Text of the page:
Tax Law Changes Affecting Business Owners for Upcoming Filing Season

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    Elizabeth M. Esarey, CPA
    Manager of Business Tax and Accounting Department

    While tax simplification may occur for some individual taxpayers as a result of the Tax Cuts and Jobs Act, business owners may be faced with a myriad of choices that need to be considered to maximize the many changes. If you are self-employed or an owner in a small business, this new act that was signed into law in December of 2017 will likely have an impact on your tax liability for 2018. Listed below are some of the key changes that you will want to consider for the upcoming filing season:

    Qualified Business Income Deduction:

    This is a brand-new deduction that may allow eligible businesses to exclude up to 20% of their qualified business income from taxation. Due to the coordination with other deductions and credits, this calculation can become very complicated. Special care should be taken when calculating this new deduction.

    Section 179 Deduction:

    Eligible capital expenditures that could be immediately expensed increased from $500,000 to $1,000,000 with the new act. In addition, the phase out limit increased from $2,000,000 to $2,500,000. The following assets were also added as eligible property:
        • Qualified building improvements to a building’s interior. However, these
           building improvements do not qualify if they are:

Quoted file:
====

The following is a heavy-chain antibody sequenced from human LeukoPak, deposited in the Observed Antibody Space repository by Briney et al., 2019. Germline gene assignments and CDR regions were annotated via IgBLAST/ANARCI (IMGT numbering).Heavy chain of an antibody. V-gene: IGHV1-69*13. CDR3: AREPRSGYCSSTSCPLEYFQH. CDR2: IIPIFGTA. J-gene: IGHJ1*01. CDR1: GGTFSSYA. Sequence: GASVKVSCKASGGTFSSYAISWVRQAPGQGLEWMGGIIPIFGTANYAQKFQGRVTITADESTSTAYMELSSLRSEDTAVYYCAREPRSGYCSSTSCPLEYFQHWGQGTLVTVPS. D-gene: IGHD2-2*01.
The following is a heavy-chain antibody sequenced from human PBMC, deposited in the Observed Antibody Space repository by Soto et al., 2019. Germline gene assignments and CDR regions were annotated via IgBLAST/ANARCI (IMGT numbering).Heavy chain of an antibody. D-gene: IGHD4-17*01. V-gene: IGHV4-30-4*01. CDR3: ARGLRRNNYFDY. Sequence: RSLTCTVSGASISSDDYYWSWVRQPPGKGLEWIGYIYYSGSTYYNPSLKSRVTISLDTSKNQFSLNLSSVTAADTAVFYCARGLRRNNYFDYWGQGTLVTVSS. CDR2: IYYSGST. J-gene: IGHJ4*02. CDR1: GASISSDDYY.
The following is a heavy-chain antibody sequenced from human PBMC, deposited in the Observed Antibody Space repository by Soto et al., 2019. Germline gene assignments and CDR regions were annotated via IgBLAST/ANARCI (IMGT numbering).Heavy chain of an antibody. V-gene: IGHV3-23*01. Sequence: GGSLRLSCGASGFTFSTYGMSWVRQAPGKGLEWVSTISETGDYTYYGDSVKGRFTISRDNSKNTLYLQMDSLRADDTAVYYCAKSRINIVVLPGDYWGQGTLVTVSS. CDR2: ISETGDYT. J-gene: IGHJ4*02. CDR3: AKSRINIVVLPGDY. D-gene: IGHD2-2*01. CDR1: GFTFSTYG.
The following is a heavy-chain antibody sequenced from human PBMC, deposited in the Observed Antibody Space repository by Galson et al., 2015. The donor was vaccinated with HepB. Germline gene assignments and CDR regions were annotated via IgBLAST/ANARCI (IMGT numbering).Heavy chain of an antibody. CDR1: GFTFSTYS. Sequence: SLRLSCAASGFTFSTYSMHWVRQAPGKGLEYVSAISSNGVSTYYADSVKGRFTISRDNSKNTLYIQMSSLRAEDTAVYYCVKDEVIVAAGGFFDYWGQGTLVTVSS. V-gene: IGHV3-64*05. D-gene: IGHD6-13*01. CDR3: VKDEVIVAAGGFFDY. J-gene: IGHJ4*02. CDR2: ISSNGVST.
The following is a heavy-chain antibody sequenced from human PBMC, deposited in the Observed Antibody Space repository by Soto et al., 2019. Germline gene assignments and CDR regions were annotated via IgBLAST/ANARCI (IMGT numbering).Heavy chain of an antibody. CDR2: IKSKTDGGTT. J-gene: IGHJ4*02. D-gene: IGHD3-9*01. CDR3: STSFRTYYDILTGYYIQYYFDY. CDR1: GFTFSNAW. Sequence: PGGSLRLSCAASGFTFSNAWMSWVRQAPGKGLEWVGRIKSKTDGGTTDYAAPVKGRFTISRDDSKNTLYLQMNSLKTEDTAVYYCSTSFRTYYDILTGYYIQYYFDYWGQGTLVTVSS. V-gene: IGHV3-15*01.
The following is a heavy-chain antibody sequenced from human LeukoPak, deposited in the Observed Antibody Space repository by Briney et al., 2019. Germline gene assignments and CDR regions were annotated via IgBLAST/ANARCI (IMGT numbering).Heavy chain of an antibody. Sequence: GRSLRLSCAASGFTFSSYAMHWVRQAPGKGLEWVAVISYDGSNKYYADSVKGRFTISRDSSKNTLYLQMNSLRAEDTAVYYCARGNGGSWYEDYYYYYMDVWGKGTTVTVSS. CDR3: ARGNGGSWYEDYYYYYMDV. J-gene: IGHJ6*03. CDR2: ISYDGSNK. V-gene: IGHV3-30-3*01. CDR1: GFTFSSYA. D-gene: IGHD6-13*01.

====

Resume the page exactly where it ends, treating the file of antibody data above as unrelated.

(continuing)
o Due to the enlargement of the building
              o For an elevator or escalator or
              o For the internal structural framework of the building
        • Roofs, HVAC, fire protection systems, alarm and security systems.

    Bonus Depreciation:

    This change increased the write off from 50% to 100% for qualified property acquired. Another change made is that used equipment now qualifies for bonus depreciation. Formerly only new equipment qualified.

    Entertainment and Meals:

    A business can no longer deduct any expenses related to entertainment, amusement or recreation. However, meals are still deductible at 100% if they are provided for a client event or for a social office party event. Meals are limited to 50% deductibility if they are for a client meeting, meals while traveling for business, and meals provided for the convenience of the employer. Tickets to sporting events or concerts, which previously were 50% deductible, are no longer allowed.

    These are just a few of the many changes for the upcoming filing season. Please contact a member of our team to help you navigate and maximize your deductions as a result of the Tax Cuts and Jobs Act.